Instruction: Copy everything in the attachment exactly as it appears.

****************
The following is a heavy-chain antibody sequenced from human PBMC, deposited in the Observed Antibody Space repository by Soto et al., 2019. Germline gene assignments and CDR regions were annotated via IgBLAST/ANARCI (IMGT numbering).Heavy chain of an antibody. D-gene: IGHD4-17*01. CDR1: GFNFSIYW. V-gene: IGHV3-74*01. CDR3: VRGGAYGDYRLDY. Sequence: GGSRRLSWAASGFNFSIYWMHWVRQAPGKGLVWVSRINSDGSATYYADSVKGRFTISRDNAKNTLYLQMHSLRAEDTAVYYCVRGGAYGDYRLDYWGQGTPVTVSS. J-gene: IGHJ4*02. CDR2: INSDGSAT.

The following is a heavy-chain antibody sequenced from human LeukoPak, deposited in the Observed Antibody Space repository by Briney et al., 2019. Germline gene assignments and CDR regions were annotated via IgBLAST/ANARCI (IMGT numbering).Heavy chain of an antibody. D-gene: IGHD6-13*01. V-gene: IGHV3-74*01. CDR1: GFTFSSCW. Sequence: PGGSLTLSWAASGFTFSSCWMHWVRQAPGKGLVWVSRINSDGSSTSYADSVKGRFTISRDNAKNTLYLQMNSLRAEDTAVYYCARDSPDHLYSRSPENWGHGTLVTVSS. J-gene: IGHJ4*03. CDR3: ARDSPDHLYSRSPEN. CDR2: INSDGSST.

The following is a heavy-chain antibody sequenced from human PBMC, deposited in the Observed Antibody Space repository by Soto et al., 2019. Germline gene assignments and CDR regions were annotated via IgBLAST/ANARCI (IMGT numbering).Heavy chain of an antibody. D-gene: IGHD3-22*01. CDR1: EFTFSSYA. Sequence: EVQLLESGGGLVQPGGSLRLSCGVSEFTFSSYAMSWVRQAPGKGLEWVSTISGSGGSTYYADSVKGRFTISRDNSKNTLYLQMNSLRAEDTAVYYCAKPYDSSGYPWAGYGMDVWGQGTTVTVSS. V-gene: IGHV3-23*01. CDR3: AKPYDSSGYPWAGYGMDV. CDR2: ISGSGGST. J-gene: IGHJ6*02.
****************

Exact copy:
The following is a heavy-chain antibody sequenced from human PBMC, deposited in the Observed Antibody Space repository by Soto et al., 2019. Germline gene assignments and CDR regions were annotated via IgBLAST/ANARCI (IMGT numbering).Heavy chain of an antibody. D-gene: IGHD4-17*01. CDR1: GFNFSIYW. V-gene: IGHV3-74*01. CDR3: VRGGAYGDYRLDY. Sequence: GGSRRLSWAASGFNFSIYWMHWVRQAPGKGLVWVSRINSDGSATYYADSVKGRFTISRDNAKNTLYLQMHSLRAEDTAVYYCVRGGAYGDYRLDYWGQGTPVTVSS. J-gene: IGHJ4*02. CDR2: INSDGSAT.

The following is a heavy-chain antibody sequenced from human LeukoPak, deposited in the Observed Antibody Space repository by Briney et al., 2019. Germline gene assignments and CDR regions were annotated via IgBLAST/ANARCI (IMGT numbering).Heavy chain of an antibody. D-gene: IGHD6-13*01. V-gene: IGHV3-74*01. CDR1: GFTFSSCW. Sequence: PGGSLTLSWAASGFTFSSCWMHWVRQAPGKGLVWVSRINSDGSSTSYADSVKGRFTISRDNAKNTLYLQMNSLRAEDTAVYYCARDSPDHLYSRSPENWGHGTLVTVSS. J-gene: IGHJ4*03. CDR3: ARDSPDHLYSRSPEN. CDR2: INSDGSST.

The following is a heavy-chain antibody sequenced from human PBMC, deposited in the Observed Antibody Space repository by Soto et al., 2019. Germline gene assignments and CDR regions were annotated via IgBLAST/ANARCI (IMGT numbering).Heavy chain of an antibody. D-gene: IGHD3-22*01. CDR1: EFTFSSYA. Sequence: EVQLLESGGGLVQPGGSLRLSCGVSEFTFSSYAMSWVRQAPGKGLEWVSTISGSGGSTYYADSVKGRFTISRDNSKNTLYLQMNSLRAEDTAVYYCAKPYDSSGYPWAGYGMDVWGQGTTVTVSS. V-gene: IGHV3-23*01. CDR3: AKPYDSSGYPWAGYGMDV. CDR2: ISGSGGST. J-gene: IGHJ6*02.